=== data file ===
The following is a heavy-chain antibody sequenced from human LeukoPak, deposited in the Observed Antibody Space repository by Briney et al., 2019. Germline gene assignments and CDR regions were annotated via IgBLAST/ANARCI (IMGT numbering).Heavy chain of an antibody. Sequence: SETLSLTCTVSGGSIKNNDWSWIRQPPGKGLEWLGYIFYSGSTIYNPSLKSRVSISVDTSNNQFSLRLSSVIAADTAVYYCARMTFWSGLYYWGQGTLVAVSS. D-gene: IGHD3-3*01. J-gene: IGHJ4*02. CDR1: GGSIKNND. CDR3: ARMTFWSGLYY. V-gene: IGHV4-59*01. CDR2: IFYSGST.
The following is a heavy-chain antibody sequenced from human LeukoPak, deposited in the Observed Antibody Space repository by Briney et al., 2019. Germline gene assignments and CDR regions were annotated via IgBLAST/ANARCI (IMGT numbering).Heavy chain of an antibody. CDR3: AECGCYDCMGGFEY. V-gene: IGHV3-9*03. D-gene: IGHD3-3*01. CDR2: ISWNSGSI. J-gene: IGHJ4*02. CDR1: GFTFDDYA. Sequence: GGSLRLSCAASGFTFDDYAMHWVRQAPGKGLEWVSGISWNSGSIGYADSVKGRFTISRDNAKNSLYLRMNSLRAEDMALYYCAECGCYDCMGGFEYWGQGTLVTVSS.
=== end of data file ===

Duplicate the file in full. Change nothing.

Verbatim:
The following is a heavy-chain antibody sequenced from human LeukoPak, deposited in the Observed Antibody Space repository by Briney et al., 2019. Germline gene assignments and CDR regions were annotated via IgBLAST/ANARCI (IMGT numbering).Heavy chain of an antibody. Sequence: SETLSLTCTVSGGSIKNNDWSWIRQPPGKGLEWLGYIFYSGSTIYNPSLKSRVSISVDTSNNQFSLRLSSVIAADTAVYYCARMTFWSGLYYWGQGTLVAVSS. D-gene: IGHD3-3*01. J-gene: IGHJ4*02. CDR1: GGSIKNND. CDR3: ARMTFWSGLYY. V-gene: IGHV4-59*01. CDR2: IFYSGST.
The following is a heavy-chain antibody sequenced from human LeukoPak, deposited in the Observed Antibody Space repository by Briney et al., 2019. Germline gene assignments and CDR regions were annotated via IgBLAST/ANARCI (IMGT numbering).Heavy chain of an antibody. CDR3: AECGCYDCMGGFEY. V-gene: IGHV3-9*03. D-gene: IGHD3-3*01. CDR2: ISWNSGSI. J-gene: IGHJ4*02. CDR1: GFTFDDYA. Sequence: GGSLRLSCAASGFTFDDYAMHWVRQAPGKGLEWVSGISWNSGSIGYADSVKGRFTISRDNAKNSLYLRMNSLRAEDMALYYCAECGCYDCMGGFEYWGQGTLVTVSS.